These finalists were invited to present in the final round of the Wireless Innovation Project™:
PathVis is a smartphone-based detection platform that is able to quantitatively measure the level of a disease pathogen in environmental and patient samples, providing health organizations with real-time and locational data on disease prevalence so that healthcare resources can be more efficiently targeted to areas of need.
Augmented Reality for Pedestrian Safety (SafetyAR)
University of Alabama at Birmingham
Child pedestrian safety represents a global public health challenge. SafetyAR will deliver virtual reality environments delivered via smartphone to teach children to cross streets safely in their community.
ENVision is an open source mobile app productivity tool, which enables cash-based merchants in developing countries to capture inventory, input sales, and forecast orders, with real-time data visualization, running offline and on 2G networks.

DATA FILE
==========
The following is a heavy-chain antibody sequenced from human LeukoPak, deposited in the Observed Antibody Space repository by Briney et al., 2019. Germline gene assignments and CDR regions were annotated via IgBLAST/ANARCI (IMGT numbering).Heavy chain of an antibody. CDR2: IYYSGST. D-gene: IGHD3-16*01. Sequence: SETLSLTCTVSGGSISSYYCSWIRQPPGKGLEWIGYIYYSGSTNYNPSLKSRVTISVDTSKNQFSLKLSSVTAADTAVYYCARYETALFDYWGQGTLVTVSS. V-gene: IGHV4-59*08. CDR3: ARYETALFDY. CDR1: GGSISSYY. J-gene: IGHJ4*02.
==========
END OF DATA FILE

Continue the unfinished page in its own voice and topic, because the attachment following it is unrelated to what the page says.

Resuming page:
WIPER is a novel wireless, low-power, acoustic shot detector that can be integrated into existing location tracking collars commonly used with elephants and other mammals across Africa. WIPER can disrupt poaching by automatically notifying authorities when shots are fired.
Community Cellular Networks
University of California: Berkeley
Community-owned, low-cost Community Cellular Networks helps reach the “last mile” of mobile connectivity by bringing first-time cell coverage to isolated communities.
DreamSave Innovation is a solution for the millions of unbanked people who are members of village savings groups to access digital financial services through scalable and sustainable mobile application.
Health Aware Personal Assistant
Health Aware Personal Assistant is enables users to efficiently “search” their collected mobile health data and issue “queries” on their data, similar to the way health care providers interact with patients.
SUNY University at Buffalo
EarlySee is a mobile app for autism screening, objective and widely accessible, which captures gaze distributions using smartphone camera and biofeedback data using wearable sensors. The app then performs data analysis in the cloud server and provides a quantitative score for children at risk.